Wednesday, September 15, 2010

Orange Marmalade

I tend to cook more for other people than myself.  Often, once I'm done cooking, I'm no longer hungry for whatever I made.  So I usually check with my husband before I decide to make something that I may, or may not, be interested in eating later.

This allowed me to make the discovery that my husband likes Orange Marmalade.

I will be honest and also say that I was listening to a lot of Jeeves and Wooster by P.G. Wodehouse, and Wooster eats marmalade with his breakfast.

Orange Marmalade Recipe

Makes about 6 half-pint jars (I ended up with 7 jars plus a little, but I also used a little more that 4 cups of fruit mixture)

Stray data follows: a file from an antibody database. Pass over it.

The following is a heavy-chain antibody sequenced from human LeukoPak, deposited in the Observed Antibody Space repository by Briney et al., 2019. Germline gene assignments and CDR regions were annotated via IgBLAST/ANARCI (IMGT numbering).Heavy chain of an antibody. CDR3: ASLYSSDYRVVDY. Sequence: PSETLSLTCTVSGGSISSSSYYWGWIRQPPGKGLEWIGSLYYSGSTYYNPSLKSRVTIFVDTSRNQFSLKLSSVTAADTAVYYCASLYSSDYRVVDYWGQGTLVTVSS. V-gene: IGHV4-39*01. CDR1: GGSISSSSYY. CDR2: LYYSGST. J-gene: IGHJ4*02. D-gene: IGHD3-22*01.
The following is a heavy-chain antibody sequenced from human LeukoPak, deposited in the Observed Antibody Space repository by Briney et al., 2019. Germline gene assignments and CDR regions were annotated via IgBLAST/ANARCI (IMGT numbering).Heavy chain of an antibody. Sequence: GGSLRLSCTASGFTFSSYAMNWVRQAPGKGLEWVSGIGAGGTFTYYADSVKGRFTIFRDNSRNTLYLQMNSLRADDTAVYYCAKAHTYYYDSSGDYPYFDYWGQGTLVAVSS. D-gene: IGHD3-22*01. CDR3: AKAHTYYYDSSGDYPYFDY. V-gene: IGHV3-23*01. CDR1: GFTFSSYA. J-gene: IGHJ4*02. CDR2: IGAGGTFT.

4 Oranges
2 Lemons
2.5 cups Water
1/8 tsp baking soda
6 cups sugar
1 package powdered pectin
1/4 tsp butter (if needed)

It's probably possible to make marmalade without pectin, but after an ordeal with Crab Apple Jelly, I decided to go on the safe side and use pectin.
Clean your canning equipment and jars. Sterilize everything in boiling water. Wash the oranges and lemons, remove the outer peel with a vegetable peeler.  Thinly slice the rinds into smallish pieces and place in a 4-quart saucepan with the water and baking soda.  Bring to a boil, then reduce heat and cover, simmer for 20min, stirring occasionally.  While the rinds are cooking, remove as much white pith from the oranges and lemons as possible.  Finely chop the fruit and make sure to remove all the seeds.
After the rinds are cooked, add  the fruit and juice.  Cover, bring to a boil, reduce heat and simmer for 10min.
Measure 4 cups of cooked fruit and rind mixture, mine was a little over 4 cups, but it still set up fine and I just put the excess in the refrigerator to use now.